Tuesday, July 15, 2014

Long Island Rail Road, on the brink of a strike

The Long Island Rail Road and the Metropolitan Transit Authority have shut down negotiations.  Members of Congress have said that the Federal Government will not step in.  Mayor DiBlasio of New York City is ignoring the issue completely, not wanting to do anything to alienate his left wing base.  The only politician who might try to step in now with some magic is Governor Andrew Cuomo.

Cuomo is by most accounts an effective governor and good manager who somehow often engineers compromises when necessary.  In fact, it seems that it is what he loves best about his job, those times when he can tackle an urgent issue and get it resolved.  It doesn't always work, and sometimes he ducks fights, but he is the only one left who can make the effort to stop this debacle from occurring.
Now we wait to see if he shows up.  There is no speculation or mention in the media that he will, but  here I wonder.

The LIRR union is most famous for historically having 97% of those who retire from the railroad doing so on disability, and that's on a railroad with one of the best safety records in the country.  Not an expert here on the details of the issues surrounding this strike deadlock, despite reading the newspapers thoroughly, the union and the transit authority have been at loggerheads for several years at least.  Without any new agreement, average union worker pay is already around $85,000 a year plus having a defined benefit retirement program that is generous, and unheard of in private industry today, and a first class healthcare plan for which employees currently pay nothing.  What they already have is better than most comparable systems in the country and compares well to any from what has been read here, but there seem to be no writers taking on the real facts of this case, and neither the MTA's nor the Union's numbers can necessarily be trusted.  The MTA could have administrative costs that could be trimmed, but there is no information here on that.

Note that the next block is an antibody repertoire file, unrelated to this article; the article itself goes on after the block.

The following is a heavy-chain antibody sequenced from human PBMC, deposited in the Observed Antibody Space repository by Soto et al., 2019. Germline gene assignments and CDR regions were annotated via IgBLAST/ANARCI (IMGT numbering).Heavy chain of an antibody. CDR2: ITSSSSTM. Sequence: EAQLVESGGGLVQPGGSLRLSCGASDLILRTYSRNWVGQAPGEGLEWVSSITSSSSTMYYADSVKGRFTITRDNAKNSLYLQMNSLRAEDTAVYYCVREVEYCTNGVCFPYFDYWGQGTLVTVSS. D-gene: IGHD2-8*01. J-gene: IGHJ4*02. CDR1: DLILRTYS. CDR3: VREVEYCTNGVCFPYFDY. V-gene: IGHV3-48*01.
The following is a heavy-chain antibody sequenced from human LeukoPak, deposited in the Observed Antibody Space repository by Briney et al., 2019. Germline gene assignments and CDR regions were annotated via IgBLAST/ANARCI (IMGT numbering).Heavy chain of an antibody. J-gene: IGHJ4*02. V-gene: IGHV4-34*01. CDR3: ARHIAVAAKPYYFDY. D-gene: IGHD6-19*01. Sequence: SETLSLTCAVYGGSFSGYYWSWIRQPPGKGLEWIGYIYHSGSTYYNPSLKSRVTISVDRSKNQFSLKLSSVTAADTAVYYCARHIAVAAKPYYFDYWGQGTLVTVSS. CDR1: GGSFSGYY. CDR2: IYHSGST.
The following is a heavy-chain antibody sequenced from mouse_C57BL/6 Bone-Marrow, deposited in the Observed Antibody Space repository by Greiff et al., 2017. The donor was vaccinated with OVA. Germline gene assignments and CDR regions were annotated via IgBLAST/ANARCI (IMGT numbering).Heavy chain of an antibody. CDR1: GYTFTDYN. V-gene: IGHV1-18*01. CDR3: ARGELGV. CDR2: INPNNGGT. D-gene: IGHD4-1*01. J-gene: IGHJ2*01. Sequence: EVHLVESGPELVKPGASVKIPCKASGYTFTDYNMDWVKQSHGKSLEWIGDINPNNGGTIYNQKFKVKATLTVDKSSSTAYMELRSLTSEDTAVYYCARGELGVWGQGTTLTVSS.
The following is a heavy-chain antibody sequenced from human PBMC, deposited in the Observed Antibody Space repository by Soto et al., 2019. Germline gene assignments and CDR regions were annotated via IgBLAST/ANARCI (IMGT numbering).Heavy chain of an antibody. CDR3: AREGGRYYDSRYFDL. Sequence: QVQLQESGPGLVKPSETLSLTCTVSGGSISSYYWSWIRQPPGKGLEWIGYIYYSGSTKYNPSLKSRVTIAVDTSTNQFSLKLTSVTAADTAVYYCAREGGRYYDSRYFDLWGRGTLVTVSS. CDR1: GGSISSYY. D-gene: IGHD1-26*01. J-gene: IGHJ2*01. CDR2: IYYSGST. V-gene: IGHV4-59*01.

The railroad has approximately 300,000 riders every weekday.  On summer weekends it is a prime route to east end beaches and resort towns.  The real strength of the union is that this is an island.  There are no bridges or tunnels on the east end of this approximately 140 mile island or any in the middle.  On the west end there are five bridges and one tunnel for car, commerical truck, and commercial bus traffic going into Manhattan and two bridges going north into Westchester County.  That's it.  The Long Island Rail Road Union has a monopoly on a necessity.

On May 23rd, a comment, "Gridlock City", was written here about driving into and out of Manhattan  from our Long Island area on a normal day.  With the last strike having been in 1994 and not being pleasant, this would be something that is hard to imagine.  There is no comparison to the congestion on the main traffic arteries into Manhattan and in Manhattan itself today to what existed 20 years ago.  It's not even close.  This strike would cause great distress to many workers and businesses, who knows what that the number is but somewhere around 300,000 people is a logical staring point, maybe 50,000 or less somehow, who knows.  This all would be to benefit 5,400 well paid union workers.

Not there a new contract shouldn't be agreed to and the union workers should deserve a pay raise over time. There should be a new contract.  They seem to be down to whether it an aggregate 17% pay raise over six or seven years and whether existing workers would be required to pay 2% of their pay in health care costs, that's just 2%.  New hires would be required to pay 4% of their health care costs and that outrages the union.  One might ask why.  The answer, there is rampant nepotism and patronage in the LIRR union with its minimally diverse workforce.  DiBlasio being missing in action and not making any constructive comment becomes more dismally political and hypocritical when that fact is considered.

There are of course many other issues in a union contract which only those in the midst of it are aware of, and reporters rarely get into the details.  These union contracts are certainly not anything in complexity like bills coming out of Congress, but one could bet that, though much much smaller, they bear some resemblance.

Governor Cuomo,  please give it a try.  There will not be a good outcome to this if the strike occurs.  In fact, after maybe a week or two of efforts at goodwill, it will degenerate into economic chaos.  


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